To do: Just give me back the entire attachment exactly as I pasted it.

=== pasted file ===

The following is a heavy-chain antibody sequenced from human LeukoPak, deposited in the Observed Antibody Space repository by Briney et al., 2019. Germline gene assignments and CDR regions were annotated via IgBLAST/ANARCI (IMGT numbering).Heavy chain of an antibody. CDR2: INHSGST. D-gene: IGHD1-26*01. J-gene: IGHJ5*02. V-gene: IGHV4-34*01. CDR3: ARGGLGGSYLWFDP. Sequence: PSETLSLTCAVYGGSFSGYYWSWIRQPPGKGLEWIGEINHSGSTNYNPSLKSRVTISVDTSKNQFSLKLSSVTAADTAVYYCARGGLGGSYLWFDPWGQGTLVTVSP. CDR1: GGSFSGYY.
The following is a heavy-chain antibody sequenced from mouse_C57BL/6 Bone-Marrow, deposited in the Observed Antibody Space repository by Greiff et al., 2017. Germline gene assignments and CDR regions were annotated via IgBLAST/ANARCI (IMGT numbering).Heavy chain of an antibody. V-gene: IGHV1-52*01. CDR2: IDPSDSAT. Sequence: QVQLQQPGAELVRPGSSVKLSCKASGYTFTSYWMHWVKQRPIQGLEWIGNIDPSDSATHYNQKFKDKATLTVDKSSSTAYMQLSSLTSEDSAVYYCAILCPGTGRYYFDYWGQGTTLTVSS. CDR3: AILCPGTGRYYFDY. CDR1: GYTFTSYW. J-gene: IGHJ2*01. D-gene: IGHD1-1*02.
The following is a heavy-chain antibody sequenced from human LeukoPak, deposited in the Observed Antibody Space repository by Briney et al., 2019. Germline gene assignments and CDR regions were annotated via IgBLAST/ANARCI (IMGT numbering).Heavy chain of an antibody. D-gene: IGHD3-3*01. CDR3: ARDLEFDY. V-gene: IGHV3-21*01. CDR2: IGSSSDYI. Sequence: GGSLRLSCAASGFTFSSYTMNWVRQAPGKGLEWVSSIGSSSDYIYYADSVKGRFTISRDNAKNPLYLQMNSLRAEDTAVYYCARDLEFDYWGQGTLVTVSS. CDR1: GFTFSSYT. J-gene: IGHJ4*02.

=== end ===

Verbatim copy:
The following is a heavy-chain antibody sequenced from human LeukoPak, deposited in the Observed Antibody Space repository by Briney et al., 2019. Germline gene assignments and CDR regions were annotated via IgBLAST/ANARCI (IMGT numbering).Heavy chain of an antibody. CDR2: INHSGST. D-gene: IGHD1-26*01. J-gene: IGHJ5*02. V-gene: IGHV4-34*01. CDR3: ARGGLGGSYLWFDP. Sequence: PSETLSLTCAVYGGSFSGYYWSWIRQPPGKGLEWIGEINHSGSTNYNPSLKSRVTISVDTSKNQFSLKLSSVTAADTAVYYCARGGLGGSYLWFDPWGQGTLVTVSP. CDR1: GGSFSGYY.
The following is a heavy-chain antibody sequenced from mouse_C57BL/6 Bone-Marrow, deposited in the Observed Antibody Space repository by Greiff et al., 2017. Germline gene assignments and CDR regions were annotated via IgBLAST/ANARCI (IMGT numbering).Heavy chain of an antibody. V-gene: IGHV1-52*01. CDR2: IDPSDSAT. Sequence: QVQLQQPGAELVRPGSSVKLSCKASGYTFTSYWMHWVKQRPIQGLEWIGNIDPSDSATHYNQKFKDKATLTVDKSSSTAYMQLSSLTSEDSAVYYCAILCPGTGRYYFDYWGQGTTLTVSS. CDR3: AILCPGTGRYYFDY. CDR1: GYTFTSYW. J-gene: IGHJ2*01. D-gene: IGHD1-1*02.
The following is a heavy-chain antibody sequenced from human LeukoPak, deposited in the Observed Antibody Space repository by Briney et al., 2019. Germline gene assignments and CDR regions were annotated via IgBLAST/ANARCI (IMGT numbering).Heavy chain of an antibody. D-gene: IGHD3-3*01. CDR3: ARDLEFDY. V-gene: IGHV3-21*01. CDR2: IGSSSDYI. Sequence: GGSLRLSCAASGFTFSSYTMNWVRQAPGKGLEWVSSIGSSSDYIYYADSVKGRFTISRDNAKNPLYLQMNSLRAEDTAVYYCARDLEFDYWGQGTLVTVSS. CDR1: GFTFSSYT. J-gene: IGHJ4*02.